Mapping and Assessment of Ecosystems and their Services (MAES)
Action 5 of the EU Biodiversity Strategy to 2020 calls Member States to map and assess the state of ecosystems and their services in their national territory with the assistance of the European Commission. A dedicated Working Group has been established under the CIF to deliver under Action 5.
Why are we doing this?
In line with the Millennium Ecosystem assessment (MA), the objective of the EU assessment is to provide a critical evaluation of the best available information for guiding decisions on complex public issues. The work being carried out is important for the advancement of biodiversity objectives, and also to inform the development and implementation of related policies, on water, climate, agriculture, forest, and regional planning. Robust, reliable and comparable data are also important for the planning and implementation of individual projects.
Maps are useful for spatially explicit prioritisation and problem identification, especially in relation to synergies and trade-offs among different ecosystem services, and between ecosystem services and biodiversity. Further, maps can be used as a communication tool to initiate discussions with stakeholders, visualizing the locations where valuable ecosystem services are produced or used and explaining the relevance of ecosystem services to the public in their territory.
MAES Analytical Framework
A first outcome is the development of a coherent analytical framework to be applied by the EU and its Member States in order to ensure consistent approaches are used. It is therefore framed by a broad set of key policy questions. It is structured around a conceptual framework that links human societies and their well-being with the environment.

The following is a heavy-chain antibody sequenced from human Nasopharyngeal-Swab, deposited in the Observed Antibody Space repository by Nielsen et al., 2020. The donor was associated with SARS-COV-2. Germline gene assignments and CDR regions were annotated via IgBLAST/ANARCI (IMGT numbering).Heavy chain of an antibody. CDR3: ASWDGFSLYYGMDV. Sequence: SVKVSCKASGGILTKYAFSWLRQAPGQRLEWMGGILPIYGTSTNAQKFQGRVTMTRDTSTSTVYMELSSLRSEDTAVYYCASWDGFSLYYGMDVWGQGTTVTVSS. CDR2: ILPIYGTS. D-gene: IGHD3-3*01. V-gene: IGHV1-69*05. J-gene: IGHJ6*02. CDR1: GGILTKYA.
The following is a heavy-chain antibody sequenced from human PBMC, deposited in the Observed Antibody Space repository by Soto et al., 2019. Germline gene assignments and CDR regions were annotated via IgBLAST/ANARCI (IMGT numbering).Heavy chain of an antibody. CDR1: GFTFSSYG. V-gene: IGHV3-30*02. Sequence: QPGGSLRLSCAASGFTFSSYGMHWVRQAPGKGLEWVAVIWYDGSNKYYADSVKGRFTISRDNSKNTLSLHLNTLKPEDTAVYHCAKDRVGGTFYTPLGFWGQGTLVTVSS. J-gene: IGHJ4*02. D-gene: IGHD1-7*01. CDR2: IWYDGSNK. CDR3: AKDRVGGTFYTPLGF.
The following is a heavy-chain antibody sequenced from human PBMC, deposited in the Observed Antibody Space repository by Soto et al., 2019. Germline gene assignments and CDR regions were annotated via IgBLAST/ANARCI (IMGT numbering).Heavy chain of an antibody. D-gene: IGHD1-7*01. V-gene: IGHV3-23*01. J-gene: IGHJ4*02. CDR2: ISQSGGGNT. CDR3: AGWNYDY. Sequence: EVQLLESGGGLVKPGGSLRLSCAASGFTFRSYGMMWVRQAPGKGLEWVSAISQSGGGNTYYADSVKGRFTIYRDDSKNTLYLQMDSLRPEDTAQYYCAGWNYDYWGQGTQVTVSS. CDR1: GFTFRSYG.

Conceptual framework for EU wide ecosystem assessment
The proposed typology distinguishes 12 main ecosystem types based on the higher levels of the EUNIS Habitat Classification, which is a European reference classification with cross linkages to the habitat types listed in Annex I of the Habitats Directive.
The mapping of ecosystems is largely dependent on the availability of land-cover/land-use datasets at various spatial resolutions. The most comprehensive dataset for terrestrial and freshwater ecosystems at EU level is Corine Land Cover (CLC). The CLC dataset allows also mapping of one of the four marine ecosystems (marine inlets and transitional waters).
CICES builds on the existing classifications (MA, TEEB) but focuses on the ecosystem service dimension. In the CICES system services are either provided by living organisms (biota) or by a combination of living organisms and abiotic processes.
The Common International Classification of Ecosystem Services (CICES) developed for environmental accounting purposes is proposed as classification system of ecosystem services as it offers a structure that links with the framework of the UN System of Environmental-Economic Accounts (SEEA 2003).